I was once told that the amount of data you could fit on a microchip doubles every 2 years. It’s referred to as Moore’s law, and the more I think about it, the scarier it gets. When you boil down human beings to their most fundamental brain activity, we essentially get a gigantic, almost infinite list of yes/no decisions – the key word there being “almost.” There will be a point, maybe far off, maybe closer than we’d like to think, where an entire person’s thought process will be able to fit on a hard drive.
It’s a slightly creepy prospect, more than matched by the proposition of artificial intelligence as a now genuinely possible scientific breakthrough. Humanity’s capacity to learn is limited by their mortal bounds – our brains can only think so fast and hold so much information – but this theoretic super computer has no such restraints. If a machine is able to teach itself to learn, it can teach itself to learn faster. If it can teach itself to learn faster, it can teach itself to learn even faster, and so on in a sort of information based version of the Grey Goo scenario. Basically, computers are bloody scary – but The Machine is far too busy having fun to delve deep into such things, so don’t worry your pretty little head about it.
While the film’s grim and grey visuals may suggest some kind of portent, The Machine only ever brushes on the kind of hefty questions dealt with in much greater depth by the likes of Blade Runner and A.I.. In reality, it’s more of an incredibly pretty throwback to the old-school single concept B-movies of the 80s and 90s, complete with the ever-solid 90 minute runtime and dialogue that’s constantly flirting with all things hammy.
And at the center of it all is that sci-fi trope for the ages: the sentient robot. It’s a character that fascinated popular culture in the second half of the 21st century. From the hilarity of the self-aware nuclear bombs in Dark Star to AM’s bitter hyper-computer in I Have No Mouth and I Must Scream, these emotion-infused buckets of bolts come in all shapes and sizes. In this case, it’s modeled on a scientist (Caity Lotz), one of a team of inordinately good-looking tech geeks contracted by the British Ministry of Defence to build murderous robot stuff.
The inevitably evil CEO, wordless henchmen and sinister military operations are all central to the plot, just as they should be in this sort of enjoyable froth. And of course, there’s the buzzword foreign enemy of the century, as the Chinese take up the mantel that the Russians held for so long during in the Cold War. It’s all is silly as it sounds, and while The Machine does ask plenty of questions – and layers them in lots of impressive techno jargon – it never really delves any deeper than their surfaces. It talks up a good game, including basic teleological vs. deontological debate, but it’s all a cover for generic nature of the movie hiding beneath all the whiffle.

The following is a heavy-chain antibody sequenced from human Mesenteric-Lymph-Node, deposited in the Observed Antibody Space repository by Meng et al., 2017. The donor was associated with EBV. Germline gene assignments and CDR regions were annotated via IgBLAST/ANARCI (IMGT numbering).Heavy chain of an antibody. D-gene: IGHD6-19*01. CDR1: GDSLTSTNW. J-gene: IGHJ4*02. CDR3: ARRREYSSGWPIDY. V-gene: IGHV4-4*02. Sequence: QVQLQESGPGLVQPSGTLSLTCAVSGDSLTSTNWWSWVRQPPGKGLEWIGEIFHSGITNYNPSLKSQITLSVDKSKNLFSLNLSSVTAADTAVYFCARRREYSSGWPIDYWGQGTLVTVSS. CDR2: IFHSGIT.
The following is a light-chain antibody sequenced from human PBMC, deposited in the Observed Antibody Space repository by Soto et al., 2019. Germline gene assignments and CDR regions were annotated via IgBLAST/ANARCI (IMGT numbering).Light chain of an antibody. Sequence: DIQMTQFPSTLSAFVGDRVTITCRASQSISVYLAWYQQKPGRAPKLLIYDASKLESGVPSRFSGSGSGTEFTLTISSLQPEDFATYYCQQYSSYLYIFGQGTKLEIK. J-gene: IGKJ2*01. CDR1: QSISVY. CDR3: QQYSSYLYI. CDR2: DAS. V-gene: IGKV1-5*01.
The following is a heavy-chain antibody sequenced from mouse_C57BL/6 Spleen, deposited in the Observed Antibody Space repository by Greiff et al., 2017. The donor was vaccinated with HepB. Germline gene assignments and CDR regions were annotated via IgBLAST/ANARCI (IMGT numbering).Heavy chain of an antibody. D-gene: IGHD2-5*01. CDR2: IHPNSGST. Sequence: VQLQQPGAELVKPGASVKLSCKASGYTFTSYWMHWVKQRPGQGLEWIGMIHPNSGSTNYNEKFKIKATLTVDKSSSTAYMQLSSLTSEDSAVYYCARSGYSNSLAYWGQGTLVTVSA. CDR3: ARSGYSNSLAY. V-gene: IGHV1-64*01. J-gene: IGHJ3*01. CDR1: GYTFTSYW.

So, with any possibility of seeing The Machine as a resonant and powerful meditation on technology’s progression chucked out the window, what’s left? For one, it’s absolutely gorgeous – in a bizarre reflection of the film’s subject matter, the technology on offer to filmmakers is advancing so fast that Gareth Edwards was able to whip up all the special effects for 2010’s Monsters in his front room. The Machine‘s heavily stylised pallet of greys and whites, as well as its occasionally stunning visual effects work, belie just how little director Caradog W. James and his team were left to work with.
And what’s underneath all this glorious surface? While it adds up to less than you’d hope, The Machine is still a delightfully silly B-movie at heart, running a gambit of cliches on the way to a climax which alternates between the ridiculous, the nonsensical and the downright hilarious. It’s high concept sci-fi made with a very, very low brow that occasionally verges on parody, complete with an awkwardly crow-barred Hamlet reference and musical cues that couldn’t have been more telegraphed if they hit you with a baseball bat.
Spike Jonze’s Her picked up an Oscar, Transcendence looks set to be one of the summer’s hottest tickets and The Machine makes up the gap in between – it’s official, the computers are taking over. But while Her was a wonderful meditation on love in its many forms, and Transcendence looks more bombastic with every new trailer, The Machine just does exactly what it says on the tin: namely “What would happen if we created a super-intelligent, super badass robot lady?” I for one love this kind of tosh, but it’s not going to be for everyone. The Machine isn’t as smart as it’d like you to think, but it’s efficient, very flashy and ends in one of the most gloriously and unintentionally hilarious action climaxes in recent memory.
It may look rather serious, but underneath The Machine's shiny and po-faced exterior is an enjoyable, silly little B-movie.